This volume contains a collection of papers by economists which examine the various strategies for cutting costs and improving productivity in higher education in the United States. The dramatic increase in the cost of attending most colleges and universities in recent years has led to increasing concerns regarding college affordability. In addition, with nearly 35 percent of full-time college students failing to receive a bachelor's degree within six years of enrolling in an institution of higher education, the productivity of colleges and universities has also been called into question. Systematic reform of higher education has intensified as a result of the large amount of public and private dollars flowing into it.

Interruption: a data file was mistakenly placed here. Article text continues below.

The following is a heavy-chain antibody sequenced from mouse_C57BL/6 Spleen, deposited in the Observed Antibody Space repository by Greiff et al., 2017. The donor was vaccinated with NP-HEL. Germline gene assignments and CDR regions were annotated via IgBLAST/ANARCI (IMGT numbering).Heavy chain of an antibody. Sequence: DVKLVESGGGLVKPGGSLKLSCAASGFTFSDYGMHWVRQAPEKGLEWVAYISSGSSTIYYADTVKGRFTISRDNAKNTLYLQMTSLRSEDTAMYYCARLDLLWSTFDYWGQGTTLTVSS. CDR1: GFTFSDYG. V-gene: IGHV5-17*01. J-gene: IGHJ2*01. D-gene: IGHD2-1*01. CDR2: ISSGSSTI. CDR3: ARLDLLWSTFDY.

The chapters in this volume, while recognizing it may be the primary source of the problem, also understand that the political forces behind the subsidization of higher education are unlikely to wane. The contributors examine several areas of possible reform from an economic perspective, including financial aid systems, athletics, and the organization of universities and university systems with an emphasis on identifying the types of reforms that are most likely to result in improvements as well as those that may make things worse. This volume will be of interest to economists, education researchers and policymakers concerned with education reform.
Assembles contributions from prominent economists studying higher education
Identifies reforms in higher education that are likely to be successful in cutting costs or improving productivity and those which are detrimental
Works within the binding constraint of the existing structure of federal and state financing in higher education
Focuses on higher education in the United States but with applications that will be of interest globally